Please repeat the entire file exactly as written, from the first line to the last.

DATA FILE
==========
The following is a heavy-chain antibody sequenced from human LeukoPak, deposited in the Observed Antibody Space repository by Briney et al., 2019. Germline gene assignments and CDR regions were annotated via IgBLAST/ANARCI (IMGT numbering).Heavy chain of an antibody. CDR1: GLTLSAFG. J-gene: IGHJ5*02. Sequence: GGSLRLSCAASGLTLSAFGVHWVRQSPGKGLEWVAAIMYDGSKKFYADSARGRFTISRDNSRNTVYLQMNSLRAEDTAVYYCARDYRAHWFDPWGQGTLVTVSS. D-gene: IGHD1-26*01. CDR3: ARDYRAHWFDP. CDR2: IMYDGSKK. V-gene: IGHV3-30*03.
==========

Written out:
The following is a heavy-chain antibody sequenced from human LeukoPak, deposited in the Observed Antibody Space repository by Briney et al., 2019. Germline gene assignments and CDR regions were annotated via IgBLAST/ANARCI (IMGT numbering).Heavy chain of an antibody. CDR1: GLTLSAFG. J-gene: IGHJ5*02. Sequence: GGSLRLSCAASGLTLSAFGVHWVRQSPGKGLEWVAAIMYDGSKKFYADSARGRFTISRDNSRNTVYLQMNSLRAEDTAVYYCARDYRAHWFDPWGQGTLVTVSS. D-gene: IGHD1-26*01. CDR3: ARDYRAHWFDP. CDR2: IMYDGSKK. V-gene: IGHV3-30*03.